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EU aims to train 700,000 legal professionals in EU law by 2020

14 September 2011
by eub2 -- last modified 14 September 2011

The European Commission has set a clear target for increasing the numbers of judges, prosecutors, lawyers and other legal practitioners trained in European law.


In a policy paper agreed on 13 September, the European Commission aims to ensure that half of all legal practitioners in the European Union – around 700,000 – participate in some form of European judicial training by 2020. The aim is to equip legal practitioners to apply European law – which is part of their role as judges and lawyers at national level. It will also help to build mutual trust between Europe's different legal systems and improve the implementation of European legislation. This will benefit people and businesses in Europe, who will be able to rely on swift decisions and proper respect for the rules.


There are around 1.4 million legal practitioners in the EU, including judges, prosecutors, lawyers, notaries, bailiffs and court staff. The Commission wants to enable at least half of these legal practitioners to participate in European judicial training at local, national or European level by 2020. It has set an additional target of ensuring that all legal practitioners benefit from at least one week's training in EU law during their career.

To achieve this, it has called on national governments, councils for the judiciary, professional bodies and judicial training institutions both at EU and national level to commit to integrating EU law into their training programmes and to increasing the volume of courses and participants.

The Commission itself intends to facilitate access to EU funding to support high-quality training projects, including e-learning. Under the EU's new multi-annual financial framework, the Commission has proposed to make European judicial training a major priority, with the aim of training more than 20,000 legal practitioners a year by 2020.

To help build a common European judicial culture based on mutual trust, the Commission will launch a two-week exchange programme for new judges and prosecutors from 2014 onwards. The Commission will support training through the European e-Justice Portal – the EU's one-stop shop for laws and access to justice in all EU countries – and by sharing practical guidelines on training methodologies and evaluation.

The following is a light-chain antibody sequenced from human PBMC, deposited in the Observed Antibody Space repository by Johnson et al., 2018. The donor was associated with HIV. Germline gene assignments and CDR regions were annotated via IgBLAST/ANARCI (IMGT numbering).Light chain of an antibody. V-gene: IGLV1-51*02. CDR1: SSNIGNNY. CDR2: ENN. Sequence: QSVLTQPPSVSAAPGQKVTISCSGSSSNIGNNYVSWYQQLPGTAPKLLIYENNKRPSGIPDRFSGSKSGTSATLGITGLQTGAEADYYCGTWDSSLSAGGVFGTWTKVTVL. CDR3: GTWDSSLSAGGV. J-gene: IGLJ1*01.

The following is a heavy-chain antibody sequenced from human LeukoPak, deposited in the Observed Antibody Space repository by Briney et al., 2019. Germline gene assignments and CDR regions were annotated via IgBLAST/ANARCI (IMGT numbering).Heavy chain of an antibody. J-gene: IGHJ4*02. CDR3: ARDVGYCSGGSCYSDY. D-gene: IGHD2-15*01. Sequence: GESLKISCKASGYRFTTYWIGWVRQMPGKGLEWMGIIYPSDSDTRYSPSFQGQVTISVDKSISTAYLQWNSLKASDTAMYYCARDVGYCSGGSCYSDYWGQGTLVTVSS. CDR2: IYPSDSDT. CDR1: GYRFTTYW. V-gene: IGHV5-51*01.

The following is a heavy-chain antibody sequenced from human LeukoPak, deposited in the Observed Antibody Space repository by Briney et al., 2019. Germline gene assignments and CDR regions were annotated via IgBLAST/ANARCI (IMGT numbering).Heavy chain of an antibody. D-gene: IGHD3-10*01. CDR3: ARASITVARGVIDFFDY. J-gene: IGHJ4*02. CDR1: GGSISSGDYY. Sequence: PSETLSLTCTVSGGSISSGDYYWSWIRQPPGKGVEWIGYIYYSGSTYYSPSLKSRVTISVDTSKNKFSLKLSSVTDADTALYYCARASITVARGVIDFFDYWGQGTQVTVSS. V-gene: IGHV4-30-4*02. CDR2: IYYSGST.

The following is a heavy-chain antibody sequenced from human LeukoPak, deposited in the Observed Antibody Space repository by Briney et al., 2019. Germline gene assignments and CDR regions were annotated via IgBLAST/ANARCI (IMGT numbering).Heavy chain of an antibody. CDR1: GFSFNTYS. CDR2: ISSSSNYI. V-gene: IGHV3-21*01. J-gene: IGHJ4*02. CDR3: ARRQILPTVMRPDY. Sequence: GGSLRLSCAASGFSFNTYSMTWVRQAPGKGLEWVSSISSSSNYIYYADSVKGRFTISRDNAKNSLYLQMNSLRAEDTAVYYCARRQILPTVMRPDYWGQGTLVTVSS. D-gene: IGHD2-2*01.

The Commission will also encourage public-private partnerships to develop innovative training solutions. The Commission will build on the strengths of all existing training providers, including the European Judicial Training Network (EJTN), the Academy of European Law (ERA) and the European-level legal professional organisations: the European Network of Councils for the Judiciary (ENCJ), the Association of the Councils of State and Supreme Administrative Jurisdictions of the EU, the Network of the Presidents of the Supreme Judicial Courts of the EU, the Council of Bars and Law Societies of Europe (CCBE), the Council of Notaries of the EU (CNUE), International Union of Judicial Officers (UIHJ) and the European Legal Interpreters and Translators Association (EULITA).

European judicial training may take place during initial or life-long training periods. It covers:

    EU legislation, including substantive and procedural law, together with the corresponding case law of the Court of Justice of the European Union,

    knowledge of national judicial systems.

These strands may be supported by linguistic training. The European judicial training scheme includes two complementary components: judicial training activities in general, whether organised at local, national or European level, and cross-border exchanges.

Legal Basis

Judicial training is primarily a national responsibility, as highlighted in a Council Resolution in 2008. The Lisbon Treaty (articles 81.2.h and 82.1.c of the Treaty on the Functioning of the European Union), calls on the EU to "support the training of the judiciary and of judicial staff" in both civil and criminal matters.

Training judges and legal practitioners in how to apply European law is one of the key recommendations for action of former European Commissioner Mario Monti's report on 9 May 2010 “A New Strategy for the Single Market.” The report urged European leaders to remove the remaining bottlenecks that are hampering innovation and dampening Europe's growth potential.

The Stockholm Programme, which outlines measures to create a single area of justice in the EU, was endorsed by national governments in December 2009 and called for strong EU action to support national training efforts as well as developing EU level training mechanisms. The European Parliament has also consistently underlined that proper judicial training contributes significantly towards improving the operation of the internal market and making it easier for citizens to exercise their rights.

At the end of 2010, the Commission consulted Member States, Justice Forum members, the European Judicial Training Network and its members. The summary of the findings of the consultation can be found here.

Further information:

European judicial training

European e-Justice Portal

Source: European Commission

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